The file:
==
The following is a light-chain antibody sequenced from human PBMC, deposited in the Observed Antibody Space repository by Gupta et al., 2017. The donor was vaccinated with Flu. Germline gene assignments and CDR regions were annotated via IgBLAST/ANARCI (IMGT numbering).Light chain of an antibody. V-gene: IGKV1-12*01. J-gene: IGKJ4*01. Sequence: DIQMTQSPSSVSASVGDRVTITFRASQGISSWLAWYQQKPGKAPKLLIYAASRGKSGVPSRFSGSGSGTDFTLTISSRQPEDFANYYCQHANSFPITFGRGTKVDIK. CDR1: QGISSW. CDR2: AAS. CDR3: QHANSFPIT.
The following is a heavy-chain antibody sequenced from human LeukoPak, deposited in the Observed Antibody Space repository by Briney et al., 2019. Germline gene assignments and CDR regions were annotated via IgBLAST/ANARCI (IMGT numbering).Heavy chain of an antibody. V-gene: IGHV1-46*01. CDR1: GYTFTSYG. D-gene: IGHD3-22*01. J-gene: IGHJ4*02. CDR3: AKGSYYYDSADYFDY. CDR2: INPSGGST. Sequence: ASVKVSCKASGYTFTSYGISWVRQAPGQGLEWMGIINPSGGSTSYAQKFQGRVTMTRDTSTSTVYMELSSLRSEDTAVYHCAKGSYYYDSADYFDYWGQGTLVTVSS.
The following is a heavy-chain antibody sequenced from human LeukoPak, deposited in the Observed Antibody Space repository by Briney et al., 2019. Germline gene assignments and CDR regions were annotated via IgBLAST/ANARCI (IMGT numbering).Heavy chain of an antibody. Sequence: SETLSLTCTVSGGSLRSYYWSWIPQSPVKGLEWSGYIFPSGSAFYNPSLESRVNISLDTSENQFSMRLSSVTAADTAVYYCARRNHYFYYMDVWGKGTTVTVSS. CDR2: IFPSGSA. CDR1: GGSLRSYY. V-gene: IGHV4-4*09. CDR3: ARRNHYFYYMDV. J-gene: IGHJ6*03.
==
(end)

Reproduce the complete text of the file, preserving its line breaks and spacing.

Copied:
The following is a light-chain antibody sequenced from human PBMC, deposited in the Observed Antibody Space repository by Gupta et al., 2017. The donor was vaccinated with Flu. Germline gene assignments and CDR regions were annotated via IgBLAST/ANARCI (IMGT numbering).Light chain of an antibody. V-gene: IGKV1-12*01. J-gene: IGKJ4*01. Sequence: DIQMTQSPSSVSASVGDRVTITFRASQGISSWLAWYQQKPGKAPKLLIYAASRGKSGVPSRFSGSGSGTDFTLTISSRQPEDFANYYCQHANSFPITFGRGTKVDIK. CDR1: QGISSW. CDR2: AAS. CDR3: QHANSFPIT.
The following is a heavy-chain antibody sequenced from human LeukoPak, deposited in the Observed Antibody Space repository by Briney et al., 2019. Germline gene assignments and CDR regions were annotated via IgBLAST/ANARCI (IMGT numbering).Heavy chain of an antibody. V-gene: IGHV1-46*01. CDR1: GYTFTSYG. D-gene: IGHD3-22*01. J-gene: IGHJ4*02. CDR3: AKGSYYYDSADYFDY. CDR2: INPSGGST. Sequence: ASVKVSCKASGYTFTSYGISWVRQAPGQGLEWMGIINPSGGSTSYAQKFQGRVTMTRDTSTSTVYMELSSLRSEDTAVYHCAKGSYYYDSADYFDYWGQGTLVTVSS.
The following is a heavy-chain antibody sequenced from human LeukoPak, deposited in the Observed Antibody Space repository by Briney et al., 2019. Germline gene assignments and CDR regions were annotated via IgBLAST/ANARCI (IMGT numbering).Heavy chain of an antibody. Sequence: SETLSLTCTVSGGSLRSYYWSWIPQSPVKGLEWSGYIFPSGSAFYNPSLESRVNISLDTSENQFSMRLSSVTAADTAVYYCARRNHYFYYMDVWGKGTTVTVSS. CDR2: IFPSGSA. CDR1: GGSLRSYY. V-gene: IGHV4-4*09. CDR3: ARRNHYFYYMDV. J-gene: IGHJ6*03.